A few years after launch, Hock and his management team wanted to reduce the size of the Visa logo on the card. The Board members were concerned that this would lead to merchants refusing the card. The management team’s response was to counterfeit the cards of trusted people, using the smaller logo, and test them. The tests were successful. At dinner with the Chairman before the next Board meeting, Hock paid with his counterfeit card and laid it in front of the Chairman, who eventually spotted the fake. Hock explained what his team had done. The Board accepted the proposal to reduce the size of logo the next day.

SO

What you can glimpse from this summary is the character of a person, who as well as using a great deal of creative and logical thinking, was expert at influencing, flexing his style as appropriate.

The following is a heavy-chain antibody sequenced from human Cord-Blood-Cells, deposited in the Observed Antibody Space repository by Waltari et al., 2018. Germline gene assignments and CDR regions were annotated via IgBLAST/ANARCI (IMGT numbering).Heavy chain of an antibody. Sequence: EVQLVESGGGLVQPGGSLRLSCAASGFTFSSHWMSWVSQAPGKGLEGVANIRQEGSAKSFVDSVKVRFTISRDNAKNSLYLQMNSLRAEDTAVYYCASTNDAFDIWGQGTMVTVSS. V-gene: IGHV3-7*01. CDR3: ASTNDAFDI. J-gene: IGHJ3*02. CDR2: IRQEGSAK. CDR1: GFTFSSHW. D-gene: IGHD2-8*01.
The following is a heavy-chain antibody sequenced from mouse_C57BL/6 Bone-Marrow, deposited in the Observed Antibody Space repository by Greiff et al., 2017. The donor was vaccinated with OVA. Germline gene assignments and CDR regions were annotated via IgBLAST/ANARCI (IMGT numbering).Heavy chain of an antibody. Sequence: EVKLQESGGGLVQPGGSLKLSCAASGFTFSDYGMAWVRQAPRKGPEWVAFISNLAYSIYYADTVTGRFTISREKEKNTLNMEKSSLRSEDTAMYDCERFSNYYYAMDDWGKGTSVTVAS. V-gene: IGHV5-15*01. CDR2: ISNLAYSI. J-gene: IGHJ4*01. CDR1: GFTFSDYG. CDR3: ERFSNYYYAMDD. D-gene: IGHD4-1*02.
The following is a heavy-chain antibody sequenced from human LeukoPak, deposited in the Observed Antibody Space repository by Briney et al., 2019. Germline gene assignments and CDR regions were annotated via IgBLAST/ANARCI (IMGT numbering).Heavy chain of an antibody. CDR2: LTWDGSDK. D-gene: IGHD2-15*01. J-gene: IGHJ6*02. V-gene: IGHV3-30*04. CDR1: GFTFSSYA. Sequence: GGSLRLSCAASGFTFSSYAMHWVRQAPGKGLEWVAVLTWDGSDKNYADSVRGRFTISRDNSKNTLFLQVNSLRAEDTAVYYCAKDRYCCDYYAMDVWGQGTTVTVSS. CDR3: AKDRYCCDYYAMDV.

My view on the styles he used is:

Story 1:  Assertive / Logical

Story 2:  Participative / Logical

Story 3:  Participative / Inspirational

Story 4:  Assertive / Inspirational

What did you think?

Action

If you want a more in depth understanding of influencing in theory and practice, I suggest you buy both books mentioned here.

If you are interested in new types of organisation, consider reading Hock.

Meanwhile, think how you influence at work. Could you perhaps flex your style to improve it?

To Close

I joined Visa six months after Dee Hock left the organisation and I was able to flourish in an open and entrepreneurial organisation based on his principles, after years in a rule bound, uncreative organisation.